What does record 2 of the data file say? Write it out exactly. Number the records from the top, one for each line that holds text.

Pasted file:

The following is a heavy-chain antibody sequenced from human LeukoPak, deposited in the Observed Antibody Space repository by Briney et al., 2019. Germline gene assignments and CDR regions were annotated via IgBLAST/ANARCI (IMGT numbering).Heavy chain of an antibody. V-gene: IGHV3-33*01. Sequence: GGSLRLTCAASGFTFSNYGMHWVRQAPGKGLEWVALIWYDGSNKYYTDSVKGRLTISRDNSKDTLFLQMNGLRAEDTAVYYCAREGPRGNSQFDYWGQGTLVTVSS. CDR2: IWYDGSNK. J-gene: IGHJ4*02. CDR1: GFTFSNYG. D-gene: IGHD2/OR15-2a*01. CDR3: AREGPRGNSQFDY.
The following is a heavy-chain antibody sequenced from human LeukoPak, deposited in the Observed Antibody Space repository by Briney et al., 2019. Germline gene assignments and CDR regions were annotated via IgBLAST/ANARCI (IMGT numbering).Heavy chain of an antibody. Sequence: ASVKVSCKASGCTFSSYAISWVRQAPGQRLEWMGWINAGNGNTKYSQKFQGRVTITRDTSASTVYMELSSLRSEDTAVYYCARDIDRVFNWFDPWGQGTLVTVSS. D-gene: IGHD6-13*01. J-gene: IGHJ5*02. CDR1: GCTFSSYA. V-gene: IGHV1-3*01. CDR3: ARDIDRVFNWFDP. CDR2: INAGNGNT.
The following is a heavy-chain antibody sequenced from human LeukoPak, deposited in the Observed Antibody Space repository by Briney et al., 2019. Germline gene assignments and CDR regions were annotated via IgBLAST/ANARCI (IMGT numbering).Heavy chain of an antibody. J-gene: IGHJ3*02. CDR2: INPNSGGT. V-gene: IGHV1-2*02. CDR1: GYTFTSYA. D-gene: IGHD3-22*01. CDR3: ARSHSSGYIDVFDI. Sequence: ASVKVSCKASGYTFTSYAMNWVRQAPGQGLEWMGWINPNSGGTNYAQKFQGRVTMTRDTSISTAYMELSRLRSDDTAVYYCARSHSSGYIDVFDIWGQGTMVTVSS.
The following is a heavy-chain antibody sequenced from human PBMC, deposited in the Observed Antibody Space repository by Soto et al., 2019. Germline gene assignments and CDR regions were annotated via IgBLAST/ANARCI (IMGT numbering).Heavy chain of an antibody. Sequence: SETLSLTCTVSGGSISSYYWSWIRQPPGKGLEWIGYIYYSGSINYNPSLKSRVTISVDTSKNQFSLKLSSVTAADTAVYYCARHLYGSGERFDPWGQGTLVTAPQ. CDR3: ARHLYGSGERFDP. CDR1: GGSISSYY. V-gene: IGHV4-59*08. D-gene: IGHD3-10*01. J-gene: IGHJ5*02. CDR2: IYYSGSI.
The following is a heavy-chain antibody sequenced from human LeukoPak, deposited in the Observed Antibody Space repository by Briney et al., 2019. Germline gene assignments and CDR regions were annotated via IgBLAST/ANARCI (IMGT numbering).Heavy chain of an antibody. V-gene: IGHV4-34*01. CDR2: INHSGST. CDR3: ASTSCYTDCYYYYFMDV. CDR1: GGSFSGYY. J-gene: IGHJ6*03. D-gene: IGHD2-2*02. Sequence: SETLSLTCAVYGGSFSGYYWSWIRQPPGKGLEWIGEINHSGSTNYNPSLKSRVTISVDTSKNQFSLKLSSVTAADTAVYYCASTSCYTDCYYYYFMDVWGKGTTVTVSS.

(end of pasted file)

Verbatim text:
The following is a heavy-chain antibody sequenced from human LeukoPak, deposited in the Observed Antibody Space repository by Briney et al., 2019. Germline gene assignments and CDR regions were annotated via IgBLAST/ANARCI (IMGT numbering).Heavy chain of an antibody. Sequence: ASVKVSCKASGCTFSSYAISWVRQAPGQRLEWMGWINAGNGNTKYSQKFQGRVTITRDTSASTVYMELSSLRSEDTAVYYCARDIDRVFNWFDPWGQGTLVTVSS. D-gene: IGHD6-13*01. J-gene: IGHJ5*02. CDR1: GCTFSSYA. V-gene: IGHV1-3*01. CDR3: ARDIDRVFNWFDP. CDR2: INAGNGNT.